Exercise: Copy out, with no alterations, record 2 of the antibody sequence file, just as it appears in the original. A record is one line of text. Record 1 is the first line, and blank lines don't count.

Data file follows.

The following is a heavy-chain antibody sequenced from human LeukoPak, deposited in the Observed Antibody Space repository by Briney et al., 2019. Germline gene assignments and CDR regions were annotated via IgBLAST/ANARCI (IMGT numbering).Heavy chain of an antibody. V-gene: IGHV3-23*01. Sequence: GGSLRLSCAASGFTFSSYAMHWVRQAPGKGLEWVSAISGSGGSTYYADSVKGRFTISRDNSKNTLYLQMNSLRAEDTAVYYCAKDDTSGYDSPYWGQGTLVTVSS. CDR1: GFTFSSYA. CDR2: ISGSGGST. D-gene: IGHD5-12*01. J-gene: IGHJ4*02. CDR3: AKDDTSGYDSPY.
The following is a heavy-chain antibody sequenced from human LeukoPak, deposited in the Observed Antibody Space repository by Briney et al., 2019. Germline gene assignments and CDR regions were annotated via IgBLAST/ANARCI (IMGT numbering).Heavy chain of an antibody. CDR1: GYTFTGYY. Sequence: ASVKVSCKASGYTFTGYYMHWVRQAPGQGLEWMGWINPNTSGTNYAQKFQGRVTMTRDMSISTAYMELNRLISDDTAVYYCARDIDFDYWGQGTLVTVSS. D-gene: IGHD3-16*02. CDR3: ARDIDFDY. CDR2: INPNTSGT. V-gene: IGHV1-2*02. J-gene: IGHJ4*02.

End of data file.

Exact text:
The following is a heavy-chain antibody sequenced from human LeukoPak, deposited in the Observed Antibody Space repository by Briney et al., 2019. Germline gene assignments and CDR regions were annotated via IgBLAST/ANARCI (IMGT numbering).Heavy chain of an antibody. CDR1: GYTFTGYY. Sequence: ASVKVSCKASGYTFTGYYMHWVRQAPGQGLEWMGWINPNTSGTNYAQKFQGRVTMTRDMSISTAYMELNRLISDDTAVYYCARDIDFDYWGQGTLVTVSS. D-gene: IGHD3-16*02. CDR3: ARDIDFDY. CDR2: INPNTSGT. V-gene: IGHV1-2*02. J-gene: IGHJ4*02.